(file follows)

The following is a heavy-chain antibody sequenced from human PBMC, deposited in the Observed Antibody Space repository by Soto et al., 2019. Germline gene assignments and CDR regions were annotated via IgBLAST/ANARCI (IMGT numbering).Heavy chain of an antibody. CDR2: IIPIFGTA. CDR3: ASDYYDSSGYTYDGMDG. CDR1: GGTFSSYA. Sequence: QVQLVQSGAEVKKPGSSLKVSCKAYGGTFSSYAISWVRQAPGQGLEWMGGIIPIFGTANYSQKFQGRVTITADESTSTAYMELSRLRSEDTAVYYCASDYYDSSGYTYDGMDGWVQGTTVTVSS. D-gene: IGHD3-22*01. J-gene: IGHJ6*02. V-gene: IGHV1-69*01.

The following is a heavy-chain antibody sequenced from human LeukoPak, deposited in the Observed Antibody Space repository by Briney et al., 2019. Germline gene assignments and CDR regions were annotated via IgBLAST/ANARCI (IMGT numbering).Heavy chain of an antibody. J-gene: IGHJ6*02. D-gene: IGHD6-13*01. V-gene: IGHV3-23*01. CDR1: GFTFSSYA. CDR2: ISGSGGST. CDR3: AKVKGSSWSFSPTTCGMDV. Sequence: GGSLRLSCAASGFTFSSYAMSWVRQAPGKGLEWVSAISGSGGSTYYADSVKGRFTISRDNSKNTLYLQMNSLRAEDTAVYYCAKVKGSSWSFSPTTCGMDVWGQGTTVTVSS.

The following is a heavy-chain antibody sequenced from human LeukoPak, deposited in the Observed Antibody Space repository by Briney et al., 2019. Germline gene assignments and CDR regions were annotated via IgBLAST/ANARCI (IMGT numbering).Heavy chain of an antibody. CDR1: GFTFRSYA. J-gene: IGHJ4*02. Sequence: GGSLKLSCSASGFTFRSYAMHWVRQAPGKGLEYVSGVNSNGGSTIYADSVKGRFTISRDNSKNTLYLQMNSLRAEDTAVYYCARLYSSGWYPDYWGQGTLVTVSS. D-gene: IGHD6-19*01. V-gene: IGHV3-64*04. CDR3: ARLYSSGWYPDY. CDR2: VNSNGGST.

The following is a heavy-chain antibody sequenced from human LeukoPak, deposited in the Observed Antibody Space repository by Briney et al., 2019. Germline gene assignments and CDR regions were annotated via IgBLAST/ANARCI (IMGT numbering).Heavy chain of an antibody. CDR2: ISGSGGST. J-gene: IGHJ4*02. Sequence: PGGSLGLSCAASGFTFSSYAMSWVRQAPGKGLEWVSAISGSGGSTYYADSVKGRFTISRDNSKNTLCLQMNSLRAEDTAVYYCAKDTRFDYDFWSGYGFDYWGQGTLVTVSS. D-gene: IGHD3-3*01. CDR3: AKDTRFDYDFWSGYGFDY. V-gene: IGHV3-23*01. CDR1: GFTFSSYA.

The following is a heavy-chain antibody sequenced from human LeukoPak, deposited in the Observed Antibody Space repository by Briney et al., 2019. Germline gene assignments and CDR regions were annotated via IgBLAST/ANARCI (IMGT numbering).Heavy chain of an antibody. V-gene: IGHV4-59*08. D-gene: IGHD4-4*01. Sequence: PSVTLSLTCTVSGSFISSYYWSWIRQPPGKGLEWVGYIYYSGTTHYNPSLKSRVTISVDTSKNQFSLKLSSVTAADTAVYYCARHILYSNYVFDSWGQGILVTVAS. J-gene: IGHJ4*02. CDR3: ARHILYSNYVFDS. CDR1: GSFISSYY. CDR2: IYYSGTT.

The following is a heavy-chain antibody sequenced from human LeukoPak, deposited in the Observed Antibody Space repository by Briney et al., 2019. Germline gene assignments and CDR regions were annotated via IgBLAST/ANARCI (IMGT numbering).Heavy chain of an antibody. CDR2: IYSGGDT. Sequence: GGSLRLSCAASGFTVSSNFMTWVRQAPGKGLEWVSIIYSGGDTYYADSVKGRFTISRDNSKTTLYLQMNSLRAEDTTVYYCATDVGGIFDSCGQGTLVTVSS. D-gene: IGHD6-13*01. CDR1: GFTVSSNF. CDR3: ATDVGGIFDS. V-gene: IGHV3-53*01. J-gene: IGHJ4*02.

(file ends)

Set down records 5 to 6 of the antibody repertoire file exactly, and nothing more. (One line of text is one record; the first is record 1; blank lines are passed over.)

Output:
The following is a heavy-chain antibody sequenced from human LeukoPak, deposited in the Observed Antibody Space repository by Briney et al., 2019. Germline gene assignments and CDR regions were annotated via IgBLAST/ANARCI (IMGT numbering).Heavy chain of an antibody. V-gene: IGHV4-59*08. D-gene: IGHD4-4*01. Sequence: PSVTLSLTCTVSGSFISSYYWSWIRQPPGKGLEWVGYIYYSGTTHYNPSLKSRVTISVDTSKNQFSLKLSSVTAADTAVYYCARHILYSNYVFDSWGQGILVTVAS. J-gene: IGHJ4*02. CDR3: ARHILYSNYVFDS. CDR1: GSFISSYY. CDR2: IYYSGTT.

The following is a heavy-chain antibody sequenced from human LeukoPak, deposited in the Observed Antibody Space repository by Briney et al., 2019. Germline gene assignments and CDR regions were annotated via IgBLAST/ANARCI (IMGT numbering).Heavy chain of an antibody. CDR2: IYSGGDT. Sequence: GGSLRLSCAASGFTVSSNFMTWVRQAPGKGLEWVSIIYSGGDTYYADSVKGRFTISRDNSKTTLYLQMNSLRAEDTTVYYCATDVGGIFDSCGQGTLVTVSS. D-gene: IGHD6-13*01. CDR1: GFTVSSNF. CDR3: ATDVGGIFDS. V-gene: IGHV3-53*01. J-gene: IGHJ4*02.